CFTC Issues Guidance for New Crypto Derivatives Listings

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By Lydia Beyoud

The Commodity Futures Trading Commission is offering guidance to exchanges, swaps dealers, and clearinghouses interested in listing virtual currency derivatives products.

The May 21 guidance comes as virtual commodity-based financial products continue to develop, with exchanges offering futures product and index funds and considering other products. Much of the guidance notes the need for heightened scrutiny of the virtual currency markets in order to prevent market manipulation, particularly for trading in a commodity unlike any the CFTC has dealt with in the past.

The heads of the CFTC’s Division of Market Oversight and Division of Clearing and Risk said in the guidance that they are focused on enhanced scrutiny of the virtual currency market and increasing communication among trading platforms and regulators.

For example, exchanges offering virtual currency derivatives products will be expected to file large trader reports for any derivative contract above five Bitcoin or its equivalent in other digital currencies. Bitcoin was trading at more than $8,200 at the time of publication.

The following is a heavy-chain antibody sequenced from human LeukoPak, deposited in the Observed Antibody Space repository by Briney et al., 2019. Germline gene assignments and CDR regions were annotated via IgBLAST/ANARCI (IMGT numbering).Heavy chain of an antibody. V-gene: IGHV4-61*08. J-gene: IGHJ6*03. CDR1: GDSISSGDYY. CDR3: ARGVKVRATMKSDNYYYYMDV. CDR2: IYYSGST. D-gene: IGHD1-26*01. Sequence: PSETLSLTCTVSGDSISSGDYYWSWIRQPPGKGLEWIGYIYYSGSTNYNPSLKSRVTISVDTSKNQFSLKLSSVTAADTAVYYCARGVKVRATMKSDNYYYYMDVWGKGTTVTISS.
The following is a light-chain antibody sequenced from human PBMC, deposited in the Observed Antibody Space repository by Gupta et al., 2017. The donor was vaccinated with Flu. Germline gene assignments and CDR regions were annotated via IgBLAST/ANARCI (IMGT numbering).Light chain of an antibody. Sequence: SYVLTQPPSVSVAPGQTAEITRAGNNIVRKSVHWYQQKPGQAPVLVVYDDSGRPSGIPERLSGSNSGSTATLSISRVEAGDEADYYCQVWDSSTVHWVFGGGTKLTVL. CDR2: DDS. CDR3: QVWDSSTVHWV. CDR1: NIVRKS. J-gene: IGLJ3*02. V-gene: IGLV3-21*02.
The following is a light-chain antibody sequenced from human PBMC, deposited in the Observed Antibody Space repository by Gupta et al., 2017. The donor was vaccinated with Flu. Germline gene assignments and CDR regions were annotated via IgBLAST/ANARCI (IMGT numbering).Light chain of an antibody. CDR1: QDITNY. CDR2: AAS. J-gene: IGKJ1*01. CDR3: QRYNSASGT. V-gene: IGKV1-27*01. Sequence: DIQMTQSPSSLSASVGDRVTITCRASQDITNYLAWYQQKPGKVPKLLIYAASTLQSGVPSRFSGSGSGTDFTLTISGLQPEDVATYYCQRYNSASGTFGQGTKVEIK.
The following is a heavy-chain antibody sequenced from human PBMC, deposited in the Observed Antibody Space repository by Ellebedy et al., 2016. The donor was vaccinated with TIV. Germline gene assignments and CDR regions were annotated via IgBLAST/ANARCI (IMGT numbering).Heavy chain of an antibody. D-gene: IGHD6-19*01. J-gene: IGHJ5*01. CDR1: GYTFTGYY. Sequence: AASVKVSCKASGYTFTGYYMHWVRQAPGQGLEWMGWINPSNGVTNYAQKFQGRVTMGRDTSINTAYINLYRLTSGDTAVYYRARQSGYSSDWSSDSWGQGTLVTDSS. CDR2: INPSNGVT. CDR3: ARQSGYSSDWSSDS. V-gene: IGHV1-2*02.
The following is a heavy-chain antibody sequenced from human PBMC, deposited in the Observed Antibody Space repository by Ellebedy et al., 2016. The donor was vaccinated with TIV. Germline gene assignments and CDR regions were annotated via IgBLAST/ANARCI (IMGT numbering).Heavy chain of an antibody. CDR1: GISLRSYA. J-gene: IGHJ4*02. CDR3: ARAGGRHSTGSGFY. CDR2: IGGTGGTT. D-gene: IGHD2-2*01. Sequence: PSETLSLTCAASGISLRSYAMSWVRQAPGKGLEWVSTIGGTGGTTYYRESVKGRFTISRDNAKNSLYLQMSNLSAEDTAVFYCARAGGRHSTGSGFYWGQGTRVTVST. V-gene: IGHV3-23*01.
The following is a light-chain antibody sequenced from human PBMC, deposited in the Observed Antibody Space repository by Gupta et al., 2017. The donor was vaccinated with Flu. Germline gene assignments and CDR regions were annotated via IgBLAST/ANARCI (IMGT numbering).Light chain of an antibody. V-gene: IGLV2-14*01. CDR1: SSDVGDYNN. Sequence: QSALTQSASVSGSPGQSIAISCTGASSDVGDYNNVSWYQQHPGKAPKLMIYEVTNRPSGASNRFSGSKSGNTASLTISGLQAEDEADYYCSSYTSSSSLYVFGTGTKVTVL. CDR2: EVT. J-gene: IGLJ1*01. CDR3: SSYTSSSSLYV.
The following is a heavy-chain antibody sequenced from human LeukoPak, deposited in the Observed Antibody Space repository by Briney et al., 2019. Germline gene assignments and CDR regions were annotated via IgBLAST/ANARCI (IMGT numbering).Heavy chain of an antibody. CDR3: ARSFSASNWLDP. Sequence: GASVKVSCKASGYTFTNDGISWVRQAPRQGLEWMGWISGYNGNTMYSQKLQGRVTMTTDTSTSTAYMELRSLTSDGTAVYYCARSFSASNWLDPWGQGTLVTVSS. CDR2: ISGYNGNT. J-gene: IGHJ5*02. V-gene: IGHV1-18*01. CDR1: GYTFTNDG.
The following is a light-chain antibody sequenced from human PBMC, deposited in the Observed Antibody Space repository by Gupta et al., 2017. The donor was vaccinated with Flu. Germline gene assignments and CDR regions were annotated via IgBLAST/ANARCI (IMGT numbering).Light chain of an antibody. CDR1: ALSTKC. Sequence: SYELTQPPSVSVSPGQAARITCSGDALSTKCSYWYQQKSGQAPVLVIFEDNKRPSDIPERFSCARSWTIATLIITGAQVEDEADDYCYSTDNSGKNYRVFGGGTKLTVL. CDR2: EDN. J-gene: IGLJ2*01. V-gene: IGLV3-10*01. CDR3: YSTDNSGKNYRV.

“Staff believes that at this level reporting will cover 70-90 percent of the total open interest in these contracts,” the directors of the agency’s said in a joint advisory.

The agency reserved the right to adjust the guidance as the virtual currency market and contracts develop.

Communication Key

The advisory outlines other expectations for exchanges, swap execution facilities, and clearinghouses considering listing virtual currency derivatives, including close communication with CFTC staff and stakeholders prior to listing new contracts.

The guidance comes as cryptocurrency exchanges operating in the U.S. discuss the prospect of forming a self-regulatory organization that could further organize virtual currency financial markets around shared principles and reporting expectations.

In a May 21 statement, Democratic CFTC Commissioner Rostin Behnam said the advisory would provide greater transparency for listing new products.

However, he added he would like to see the commission consider a formal rulemaking, including considering when self-certification for new derivatives and other products might not be appropriate.

To contact the reporter on this story: Lydia Beyoud in Washington at

To contact the editor responsible for this story: Michael Ferullo at

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